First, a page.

The Fleetwoods, Come Softly To Me (A Cappella).
The Fleetwoods, I Care So Much.
The Fleetwoods, Mr. Blue (A Cappella).
The flipside of teen rebellion: the sound of awful yearnings, quiet defeats, of a love always just out of reach.
Greil Marcus, on The Fleetwoods' Greatest Hits.
The Fleetwoods were Gretchen Christopher, Barbara Ellis and Gary Troxel: they had known each other since childhood, in Olympia, Washington, and in their senior year of high school, they formed a vocal trio.
Bob Reisdorff, who was setting up a record label in Seattle, heard a demo tape the trio had made, and in the summer of '58 recorded them in the tiny basement studio where, two years later, the Ventures would record "Walk Don't Run." "Come Softly," as the trio had called it, began as a melody Gretchen and Barbara had composed on a piano together. Troxel originally had intended to provide trumpet accompaniment, but instead wound up contributing another vocal line, which later Troxel would say was a take on the opening riff of the Dell-Vikings' "Come Go With Me."
Reisdorff had the Fleetwoods shorten the song, and asked that they add "To Me" to the title, so as to avoid any salacious implications (which is a bit ludicrous, as Gretchen would later claim she didn't even know what 'obsession' really meant). The trio recorded their vocal over and over again until it was perfected, and then the tapes were sent down to Los Angeles for overdubs. When it was released in February 1959, the single became a colossal hit, eventually reaching #1 nationwide.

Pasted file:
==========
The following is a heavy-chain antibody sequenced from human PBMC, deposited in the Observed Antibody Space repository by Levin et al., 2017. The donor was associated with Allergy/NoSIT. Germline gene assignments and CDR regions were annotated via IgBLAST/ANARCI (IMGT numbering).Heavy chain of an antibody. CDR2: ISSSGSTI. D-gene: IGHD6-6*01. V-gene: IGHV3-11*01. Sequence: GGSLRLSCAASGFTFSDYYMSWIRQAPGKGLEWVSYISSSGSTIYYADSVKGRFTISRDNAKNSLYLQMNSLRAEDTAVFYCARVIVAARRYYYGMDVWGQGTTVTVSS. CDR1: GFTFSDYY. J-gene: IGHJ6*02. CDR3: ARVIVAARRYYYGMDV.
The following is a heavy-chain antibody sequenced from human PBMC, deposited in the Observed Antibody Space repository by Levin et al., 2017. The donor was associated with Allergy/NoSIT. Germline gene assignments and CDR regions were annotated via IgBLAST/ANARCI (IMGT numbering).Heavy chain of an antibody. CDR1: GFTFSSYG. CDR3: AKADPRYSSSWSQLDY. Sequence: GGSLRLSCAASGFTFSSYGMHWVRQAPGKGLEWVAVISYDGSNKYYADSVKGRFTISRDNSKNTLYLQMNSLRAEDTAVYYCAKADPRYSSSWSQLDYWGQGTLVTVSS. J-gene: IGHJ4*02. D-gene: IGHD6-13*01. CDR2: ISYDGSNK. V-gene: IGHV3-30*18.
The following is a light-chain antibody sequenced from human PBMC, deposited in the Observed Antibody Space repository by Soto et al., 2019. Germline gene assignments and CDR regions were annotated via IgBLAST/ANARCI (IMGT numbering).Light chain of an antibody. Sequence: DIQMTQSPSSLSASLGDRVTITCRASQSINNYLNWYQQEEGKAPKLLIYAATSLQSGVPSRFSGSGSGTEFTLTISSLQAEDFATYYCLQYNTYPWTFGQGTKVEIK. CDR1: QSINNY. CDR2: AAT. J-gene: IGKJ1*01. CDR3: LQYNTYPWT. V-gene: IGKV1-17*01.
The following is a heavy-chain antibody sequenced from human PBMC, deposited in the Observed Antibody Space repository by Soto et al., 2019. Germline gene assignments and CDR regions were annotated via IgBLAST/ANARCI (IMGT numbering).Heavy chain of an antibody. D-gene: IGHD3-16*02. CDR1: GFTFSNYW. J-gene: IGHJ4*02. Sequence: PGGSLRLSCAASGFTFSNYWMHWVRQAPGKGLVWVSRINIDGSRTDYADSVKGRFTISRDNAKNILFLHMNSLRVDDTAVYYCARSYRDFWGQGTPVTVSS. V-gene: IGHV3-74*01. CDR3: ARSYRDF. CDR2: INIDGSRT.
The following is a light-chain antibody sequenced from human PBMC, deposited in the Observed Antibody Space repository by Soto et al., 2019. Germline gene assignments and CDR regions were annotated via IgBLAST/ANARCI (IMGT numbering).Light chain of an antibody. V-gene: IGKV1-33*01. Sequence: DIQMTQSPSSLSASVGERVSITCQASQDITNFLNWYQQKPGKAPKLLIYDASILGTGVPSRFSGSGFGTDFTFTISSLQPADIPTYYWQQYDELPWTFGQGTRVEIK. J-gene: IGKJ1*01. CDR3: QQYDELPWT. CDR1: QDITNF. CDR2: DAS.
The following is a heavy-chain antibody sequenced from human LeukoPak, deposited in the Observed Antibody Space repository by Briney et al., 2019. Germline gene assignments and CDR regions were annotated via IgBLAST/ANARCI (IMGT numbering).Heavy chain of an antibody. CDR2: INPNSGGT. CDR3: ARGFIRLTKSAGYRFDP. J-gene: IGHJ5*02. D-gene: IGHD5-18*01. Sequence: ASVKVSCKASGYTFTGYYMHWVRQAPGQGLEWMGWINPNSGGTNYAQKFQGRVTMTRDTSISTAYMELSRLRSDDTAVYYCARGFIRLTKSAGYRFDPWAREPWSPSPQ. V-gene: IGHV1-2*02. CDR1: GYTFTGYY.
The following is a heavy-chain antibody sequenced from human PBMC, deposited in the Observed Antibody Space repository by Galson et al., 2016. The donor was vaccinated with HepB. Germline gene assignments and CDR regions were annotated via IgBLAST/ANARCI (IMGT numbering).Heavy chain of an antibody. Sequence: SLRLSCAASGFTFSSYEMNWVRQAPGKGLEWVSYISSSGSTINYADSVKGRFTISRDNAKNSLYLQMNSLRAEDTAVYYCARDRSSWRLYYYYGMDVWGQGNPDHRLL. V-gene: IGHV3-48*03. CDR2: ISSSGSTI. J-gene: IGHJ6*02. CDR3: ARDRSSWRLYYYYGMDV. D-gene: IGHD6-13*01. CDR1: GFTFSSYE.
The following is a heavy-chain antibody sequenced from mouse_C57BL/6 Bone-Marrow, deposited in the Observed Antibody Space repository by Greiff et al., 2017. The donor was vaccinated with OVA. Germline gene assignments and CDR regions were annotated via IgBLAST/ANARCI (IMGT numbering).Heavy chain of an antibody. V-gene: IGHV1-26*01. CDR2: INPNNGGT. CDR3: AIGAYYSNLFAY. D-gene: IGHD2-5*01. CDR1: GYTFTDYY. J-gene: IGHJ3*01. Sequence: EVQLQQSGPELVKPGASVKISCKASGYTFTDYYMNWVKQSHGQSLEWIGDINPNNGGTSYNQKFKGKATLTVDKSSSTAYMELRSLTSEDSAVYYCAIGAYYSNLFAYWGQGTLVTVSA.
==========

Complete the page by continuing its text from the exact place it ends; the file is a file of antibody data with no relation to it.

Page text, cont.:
The magic of the Fleetwoods lies in the intertwined, ever-changing points of view that the three voices provide--sometimes Gretchen and Barbara act as a chorus for Gary's longings; other times they're the heartbroken ones, with Gary musing alone in his own world. It's far from the typical set-up of male-lead-with-female-backup. Take the way, for example, Marvin Gaye sings "Don't Do It" with a chorus of girls behind him--it seems meant to assure the listener that Gaye's girl really isn't going to break his heart, or if she does, Gaye's got other options.
But with the Fleetwoods, nothing is certain in their records--heartbreak, fragility lies all around them, and the three dance through their little world, sometimes linked, sometimes walking alone. The original vocal of "Mr. Blue," their third single, is startling in its purity--the way Gretchen and Barbara both provide comfort to Gary's woes, but never quite assure him things will get better. Even a lighter-sounding track like "I Care So Much" reveals itself to be wracked with envy, longing and misery.
"Come Softly to Me" and "I Care So Much" were released on February 16, 1959 as Dolphin 1 (and later Liberty 55188); "Mr. Blue" as Dolton 5 in July 1959. On the tremendous collection Come Softly To Me.